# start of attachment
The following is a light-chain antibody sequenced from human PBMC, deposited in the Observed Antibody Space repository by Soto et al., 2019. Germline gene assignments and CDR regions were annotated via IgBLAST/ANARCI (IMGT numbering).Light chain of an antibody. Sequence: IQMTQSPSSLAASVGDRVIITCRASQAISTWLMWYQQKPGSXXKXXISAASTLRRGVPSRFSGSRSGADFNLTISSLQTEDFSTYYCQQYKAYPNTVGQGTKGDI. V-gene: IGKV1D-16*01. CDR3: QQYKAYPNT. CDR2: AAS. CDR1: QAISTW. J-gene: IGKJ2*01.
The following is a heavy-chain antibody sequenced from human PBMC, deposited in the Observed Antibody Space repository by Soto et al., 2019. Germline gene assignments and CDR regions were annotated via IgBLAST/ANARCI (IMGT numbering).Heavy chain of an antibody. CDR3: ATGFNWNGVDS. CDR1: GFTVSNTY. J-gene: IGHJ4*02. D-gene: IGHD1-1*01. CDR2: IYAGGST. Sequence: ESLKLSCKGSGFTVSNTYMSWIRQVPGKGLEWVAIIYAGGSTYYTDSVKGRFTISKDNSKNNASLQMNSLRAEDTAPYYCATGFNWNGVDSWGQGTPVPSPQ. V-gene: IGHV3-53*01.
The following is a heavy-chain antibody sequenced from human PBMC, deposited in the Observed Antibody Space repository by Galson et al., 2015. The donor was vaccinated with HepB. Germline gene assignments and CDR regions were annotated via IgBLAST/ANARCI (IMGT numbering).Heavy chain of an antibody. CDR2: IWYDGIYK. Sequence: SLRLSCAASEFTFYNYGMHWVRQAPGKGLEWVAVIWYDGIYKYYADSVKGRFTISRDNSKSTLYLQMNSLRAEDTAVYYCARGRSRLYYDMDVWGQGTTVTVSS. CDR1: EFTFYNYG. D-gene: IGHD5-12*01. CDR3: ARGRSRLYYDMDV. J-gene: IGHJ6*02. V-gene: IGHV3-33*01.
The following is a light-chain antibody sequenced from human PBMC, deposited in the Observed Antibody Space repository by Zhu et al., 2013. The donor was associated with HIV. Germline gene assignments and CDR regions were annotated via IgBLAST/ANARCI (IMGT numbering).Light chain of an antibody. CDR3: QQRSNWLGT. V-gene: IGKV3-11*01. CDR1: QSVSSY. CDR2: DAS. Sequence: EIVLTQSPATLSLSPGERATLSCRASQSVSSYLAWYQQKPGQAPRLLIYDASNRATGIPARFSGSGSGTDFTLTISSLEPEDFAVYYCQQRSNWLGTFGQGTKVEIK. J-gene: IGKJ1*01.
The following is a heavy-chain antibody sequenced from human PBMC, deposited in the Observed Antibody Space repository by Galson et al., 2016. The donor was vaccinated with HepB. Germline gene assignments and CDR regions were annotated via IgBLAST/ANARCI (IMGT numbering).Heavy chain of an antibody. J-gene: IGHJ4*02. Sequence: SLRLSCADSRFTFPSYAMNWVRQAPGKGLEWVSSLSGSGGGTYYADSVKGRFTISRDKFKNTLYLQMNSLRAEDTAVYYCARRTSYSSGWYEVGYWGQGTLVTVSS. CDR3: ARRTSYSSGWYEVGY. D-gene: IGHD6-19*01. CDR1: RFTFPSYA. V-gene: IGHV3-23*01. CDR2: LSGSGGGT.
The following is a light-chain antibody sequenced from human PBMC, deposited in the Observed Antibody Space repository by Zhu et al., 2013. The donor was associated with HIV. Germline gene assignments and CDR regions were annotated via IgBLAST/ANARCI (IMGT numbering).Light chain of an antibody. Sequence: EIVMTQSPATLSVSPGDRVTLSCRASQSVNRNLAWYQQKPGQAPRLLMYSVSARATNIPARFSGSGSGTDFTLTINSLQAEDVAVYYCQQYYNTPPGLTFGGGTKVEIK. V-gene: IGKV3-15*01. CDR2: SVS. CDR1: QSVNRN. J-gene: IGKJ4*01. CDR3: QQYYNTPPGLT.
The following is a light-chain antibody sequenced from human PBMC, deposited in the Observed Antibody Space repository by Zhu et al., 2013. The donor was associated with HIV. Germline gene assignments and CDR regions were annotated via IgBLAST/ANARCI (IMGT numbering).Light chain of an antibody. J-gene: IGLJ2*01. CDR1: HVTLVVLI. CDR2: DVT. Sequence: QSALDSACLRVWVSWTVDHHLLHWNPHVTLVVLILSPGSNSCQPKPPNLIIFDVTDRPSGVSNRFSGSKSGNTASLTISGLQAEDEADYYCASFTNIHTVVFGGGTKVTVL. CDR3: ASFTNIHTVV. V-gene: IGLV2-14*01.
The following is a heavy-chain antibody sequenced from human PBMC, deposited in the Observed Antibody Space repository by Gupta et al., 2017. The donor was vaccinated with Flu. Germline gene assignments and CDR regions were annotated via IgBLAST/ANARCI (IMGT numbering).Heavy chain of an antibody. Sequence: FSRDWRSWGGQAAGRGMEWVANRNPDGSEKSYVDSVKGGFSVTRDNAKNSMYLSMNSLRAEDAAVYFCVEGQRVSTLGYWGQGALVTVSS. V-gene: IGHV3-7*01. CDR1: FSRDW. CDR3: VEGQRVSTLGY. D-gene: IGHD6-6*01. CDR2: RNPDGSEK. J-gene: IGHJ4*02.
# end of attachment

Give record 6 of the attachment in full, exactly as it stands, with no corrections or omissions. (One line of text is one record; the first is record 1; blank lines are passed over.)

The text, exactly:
The following is a light-chain antibody sequenced from human PBMC, deposited in the Observed Antibody Space repository by Zhu et al., 2013. The donor was associated with HIV. Germline gene assignments and CDR regions were annotated via IgBLAST/ANARCI (IMGT numbering).Light chain of an antibody. Sequence: EIVMTQSPATLSVSPGDRVTLSCRASQSVNRNLAWYQQKPGQAPRLLMYSVSARATNIPARFSGSGSGTDFTLTINSLQAEDVAVYYCQQYYNTPPGLTFGGGTKVEIK. V-gene: IGKV3-15*01. CDR2: SVS. CDR1: QSVNRN. J-gene: IGKJ4*01. CDR3: QQYYNTPPGLT.